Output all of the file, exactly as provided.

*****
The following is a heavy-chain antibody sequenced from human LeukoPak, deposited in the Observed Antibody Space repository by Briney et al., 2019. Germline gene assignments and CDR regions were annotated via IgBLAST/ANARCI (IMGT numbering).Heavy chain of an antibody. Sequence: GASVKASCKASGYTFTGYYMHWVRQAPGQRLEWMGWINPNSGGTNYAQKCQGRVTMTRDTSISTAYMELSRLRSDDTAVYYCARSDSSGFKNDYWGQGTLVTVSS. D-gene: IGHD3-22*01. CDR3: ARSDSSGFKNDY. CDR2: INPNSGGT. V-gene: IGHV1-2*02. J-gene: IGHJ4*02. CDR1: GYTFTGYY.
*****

The following is a heavy-chain antibody sequenced from human LeukoPak, deposited in the Observed Antibody Space repository by Briney et al., 2019. Germline gene assignments and CDR regions were annotated via IgBLAST/ANARCI (IMGT numbering).Heavy chain of an antibody. Sequence: GASVKASCKASGYTFTGYYMHWVRQAPGQRLEWMGWINPNSGGTNYAQKCQGRVTMTRDTSISTAYMELSRLRSDDTAVYYCARSDSSGFKNDYWGQGTLVTVSS. D-gene: IGHD3-22*01. CDR3: ARSDSSGFKNDY. CDR2: INPNSGGT. V-gene: IGHV1-2*02. J-gene: IGHJ4*02. CDR1: GYTFTGYY.